Practical ways to recognize the possibility of depression, caring ways to reach out, and the important role the church can play throughout treatment.
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Introduction: There are different kinds of depression, but they are definitely more than “having a down day.” They need to be recognized and helped.
- The signs are listed. If someone is experiencing four or more of them for two weeks or more, it’s something to get checked.
- Depression used to have more of a stigma than it does today, which is good.
- Christians can experience depression, too. Christian joy is the promise of Christ’s presence, and that can be present in someone with depression, as well.
- Both pastoral and psychological care are helpful. The pastor can be there to support people who are depressed and remind them of the hope that is always theirs, even when it doesn’t feel real. Pastors can pray with and for them.
- If a person suspects someone has depression, the best way to address it is ask, “Are you doing okay?”
- Challenges in working with people who have depression
- You may feel the hope and love you’re sharing doesn’t make a difference, but be assured it does.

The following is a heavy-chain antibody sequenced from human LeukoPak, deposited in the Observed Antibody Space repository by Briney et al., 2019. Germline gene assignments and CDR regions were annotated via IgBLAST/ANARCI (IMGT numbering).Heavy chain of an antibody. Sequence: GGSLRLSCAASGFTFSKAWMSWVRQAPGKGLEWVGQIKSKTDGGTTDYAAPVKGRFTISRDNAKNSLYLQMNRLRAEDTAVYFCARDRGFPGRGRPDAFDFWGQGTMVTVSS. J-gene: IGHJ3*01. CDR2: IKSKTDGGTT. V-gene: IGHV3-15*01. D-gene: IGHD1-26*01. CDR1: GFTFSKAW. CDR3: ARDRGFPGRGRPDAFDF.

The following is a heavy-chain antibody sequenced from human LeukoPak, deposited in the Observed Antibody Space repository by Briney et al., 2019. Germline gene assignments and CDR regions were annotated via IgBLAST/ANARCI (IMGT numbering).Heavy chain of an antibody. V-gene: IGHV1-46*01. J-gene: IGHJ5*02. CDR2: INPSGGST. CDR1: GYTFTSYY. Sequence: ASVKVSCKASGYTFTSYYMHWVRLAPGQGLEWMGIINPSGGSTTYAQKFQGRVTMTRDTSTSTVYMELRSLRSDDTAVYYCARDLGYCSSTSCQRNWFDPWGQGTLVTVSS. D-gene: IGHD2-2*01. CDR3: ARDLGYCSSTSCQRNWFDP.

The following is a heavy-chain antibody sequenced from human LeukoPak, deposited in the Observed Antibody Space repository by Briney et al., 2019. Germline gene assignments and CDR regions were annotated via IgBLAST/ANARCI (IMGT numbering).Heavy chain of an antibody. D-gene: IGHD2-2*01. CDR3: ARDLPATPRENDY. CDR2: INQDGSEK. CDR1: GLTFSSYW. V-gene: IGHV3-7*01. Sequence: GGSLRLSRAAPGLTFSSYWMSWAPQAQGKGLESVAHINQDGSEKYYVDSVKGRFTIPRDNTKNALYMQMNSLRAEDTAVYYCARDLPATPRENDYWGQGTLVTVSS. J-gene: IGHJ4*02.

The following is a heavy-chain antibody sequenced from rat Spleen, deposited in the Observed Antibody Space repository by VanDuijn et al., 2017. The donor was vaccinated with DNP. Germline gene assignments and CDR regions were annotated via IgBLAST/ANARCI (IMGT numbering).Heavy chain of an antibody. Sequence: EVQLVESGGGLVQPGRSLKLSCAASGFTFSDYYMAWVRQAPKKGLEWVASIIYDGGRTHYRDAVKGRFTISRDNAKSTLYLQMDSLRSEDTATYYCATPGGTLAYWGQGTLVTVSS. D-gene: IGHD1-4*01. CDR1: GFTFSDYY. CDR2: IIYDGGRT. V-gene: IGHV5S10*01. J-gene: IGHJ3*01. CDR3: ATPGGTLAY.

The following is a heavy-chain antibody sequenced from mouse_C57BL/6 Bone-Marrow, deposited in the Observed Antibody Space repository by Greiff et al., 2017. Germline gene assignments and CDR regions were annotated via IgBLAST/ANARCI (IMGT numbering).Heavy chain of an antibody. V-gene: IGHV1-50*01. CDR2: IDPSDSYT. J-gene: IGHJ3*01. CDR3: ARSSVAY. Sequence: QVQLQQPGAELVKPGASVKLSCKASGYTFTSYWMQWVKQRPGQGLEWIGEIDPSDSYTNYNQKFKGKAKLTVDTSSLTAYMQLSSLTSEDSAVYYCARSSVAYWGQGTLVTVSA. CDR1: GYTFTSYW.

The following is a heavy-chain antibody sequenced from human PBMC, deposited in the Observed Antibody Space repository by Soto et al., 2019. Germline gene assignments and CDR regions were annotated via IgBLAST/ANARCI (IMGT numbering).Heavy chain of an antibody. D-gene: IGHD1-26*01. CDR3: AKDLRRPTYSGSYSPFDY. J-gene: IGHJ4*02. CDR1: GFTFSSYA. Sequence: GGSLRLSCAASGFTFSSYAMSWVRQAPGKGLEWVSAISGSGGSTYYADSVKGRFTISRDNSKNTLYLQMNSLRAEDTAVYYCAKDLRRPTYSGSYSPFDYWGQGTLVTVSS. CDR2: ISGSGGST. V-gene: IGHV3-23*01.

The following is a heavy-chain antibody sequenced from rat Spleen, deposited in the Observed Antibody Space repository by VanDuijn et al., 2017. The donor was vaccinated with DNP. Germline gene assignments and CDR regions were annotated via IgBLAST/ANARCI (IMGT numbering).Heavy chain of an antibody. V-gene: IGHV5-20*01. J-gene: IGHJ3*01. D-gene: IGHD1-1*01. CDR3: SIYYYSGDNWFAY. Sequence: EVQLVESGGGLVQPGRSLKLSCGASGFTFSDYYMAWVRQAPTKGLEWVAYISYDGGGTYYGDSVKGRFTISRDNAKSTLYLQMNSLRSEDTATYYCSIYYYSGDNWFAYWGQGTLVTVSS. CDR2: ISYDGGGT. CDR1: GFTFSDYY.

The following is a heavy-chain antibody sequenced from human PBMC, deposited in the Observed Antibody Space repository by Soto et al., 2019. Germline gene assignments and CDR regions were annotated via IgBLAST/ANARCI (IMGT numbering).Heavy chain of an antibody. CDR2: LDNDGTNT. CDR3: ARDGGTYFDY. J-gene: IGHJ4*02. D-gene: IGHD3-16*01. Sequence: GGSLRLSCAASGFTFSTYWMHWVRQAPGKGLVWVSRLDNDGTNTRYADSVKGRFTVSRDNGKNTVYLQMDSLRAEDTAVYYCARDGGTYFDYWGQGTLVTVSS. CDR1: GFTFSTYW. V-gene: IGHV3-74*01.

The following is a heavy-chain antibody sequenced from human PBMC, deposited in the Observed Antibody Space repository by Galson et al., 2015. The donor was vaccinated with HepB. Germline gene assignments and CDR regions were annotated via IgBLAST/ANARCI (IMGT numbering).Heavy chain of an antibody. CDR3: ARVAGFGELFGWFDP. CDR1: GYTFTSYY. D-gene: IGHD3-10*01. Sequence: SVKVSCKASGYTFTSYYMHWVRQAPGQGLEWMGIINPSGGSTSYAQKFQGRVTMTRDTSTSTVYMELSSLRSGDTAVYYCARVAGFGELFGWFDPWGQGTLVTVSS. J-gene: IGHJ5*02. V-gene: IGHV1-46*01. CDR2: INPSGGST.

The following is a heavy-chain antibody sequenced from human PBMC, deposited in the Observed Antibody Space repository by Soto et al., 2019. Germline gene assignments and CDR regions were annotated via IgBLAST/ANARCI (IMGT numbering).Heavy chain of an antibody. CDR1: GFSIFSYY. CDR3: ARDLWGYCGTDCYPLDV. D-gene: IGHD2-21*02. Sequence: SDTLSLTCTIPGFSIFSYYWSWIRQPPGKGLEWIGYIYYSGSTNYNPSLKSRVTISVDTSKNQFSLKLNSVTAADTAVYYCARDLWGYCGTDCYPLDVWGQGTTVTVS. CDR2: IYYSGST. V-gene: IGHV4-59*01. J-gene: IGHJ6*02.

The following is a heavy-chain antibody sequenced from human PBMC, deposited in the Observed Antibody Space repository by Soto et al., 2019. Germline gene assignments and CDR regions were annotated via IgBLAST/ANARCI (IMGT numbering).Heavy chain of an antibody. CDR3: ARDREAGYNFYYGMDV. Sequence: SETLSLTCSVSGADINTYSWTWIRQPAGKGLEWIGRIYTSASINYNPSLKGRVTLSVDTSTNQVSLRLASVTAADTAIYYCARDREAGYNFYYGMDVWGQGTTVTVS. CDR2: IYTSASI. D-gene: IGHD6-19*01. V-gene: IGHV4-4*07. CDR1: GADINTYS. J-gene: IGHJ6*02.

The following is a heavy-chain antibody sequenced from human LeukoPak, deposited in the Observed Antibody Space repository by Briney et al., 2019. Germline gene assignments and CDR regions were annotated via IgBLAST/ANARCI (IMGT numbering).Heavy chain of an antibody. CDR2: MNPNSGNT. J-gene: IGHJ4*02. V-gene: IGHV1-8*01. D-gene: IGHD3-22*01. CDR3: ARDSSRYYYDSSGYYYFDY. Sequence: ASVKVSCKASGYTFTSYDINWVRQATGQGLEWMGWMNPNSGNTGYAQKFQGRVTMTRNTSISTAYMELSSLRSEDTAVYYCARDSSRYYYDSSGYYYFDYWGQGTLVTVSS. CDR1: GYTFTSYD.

- Family members don’t know what to do for the person, either. It can be helpful to talk to someone who has been through depression and ask what is helpful. Remind family members it’s good to be there.
- Saying, “Just get up and do something.” (Instead say, “Come, go for a walk with me.”)
- Pastors should suggest seeing a doctor, as well. Medication might be helpful.
- Be aware if someone is considering self-harm.
- Know what’s available in the community so that if additional resources are needed, you can work with the family and recommend them.
- Do I have a list of community resources and professionals I know about and feel comfortable recommending?
- Scripture cards
- Scripture Magnets
- Pocket pieces
- Hope books
- lhm.org: Dealing with Depression (item 6BE48)